Fig. 4
Crop yield improvements at different locations, ranging from conservation agriculture (CA), ex-situ water harvesting systems (WH) and watershed development programmes (WSD), (i.e., programmes that combine conservation agriculture with supplementary irrigation). ...

A triply green revolution of agriculture has to be accomplished within a social-ecological framework, integrating agricultural management with stewardship of landscape capacity to generate ecosystem functions and services. This requires special attention to cross-scale effects, thresholds, and feedback interactions, in order to develop resilient, multi-functional landscapes for the generation of food and other ecosystem services. New innovative approaches to achieve this goal are urgently needed.

Conclusions and Way Forward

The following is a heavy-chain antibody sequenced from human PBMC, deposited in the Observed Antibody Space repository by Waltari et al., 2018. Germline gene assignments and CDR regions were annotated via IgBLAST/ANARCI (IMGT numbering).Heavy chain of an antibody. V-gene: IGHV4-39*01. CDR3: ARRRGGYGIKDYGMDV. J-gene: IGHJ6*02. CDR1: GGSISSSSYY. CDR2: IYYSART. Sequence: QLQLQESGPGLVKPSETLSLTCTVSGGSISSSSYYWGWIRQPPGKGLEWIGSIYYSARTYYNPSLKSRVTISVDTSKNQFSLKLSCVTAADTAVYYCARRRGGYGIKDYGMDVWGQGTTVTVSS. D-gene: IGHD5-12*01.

Placing the global freshwater challenge within the context of global food security and the impacts of accelerated global environmental change, raises the urgency of developing strategies to build resilience in water resource governance and management. Taking a social-ecological and resilience perspective on the challenge of human development in the Anthropocene, indicates that the water and food nexus is subject to a “quadruple squeeze” from demographic pressure, the global climate crisis, the global ecosystem crisis, and the growing insight of the universality of non-linear dynamics in ecosystem change.

As a consequence of the growing social-ecological pressure on several key earth system processes, nothing less than a triply green revolution will be needed to produce food for a growing world population. Food production will have to increase at record pace, which can only be accomplished through major investments in both green and blue water resource management, and will require a sustainability transformation that enables global agriculture to produce food within the safe operating space of the planetary boundaries.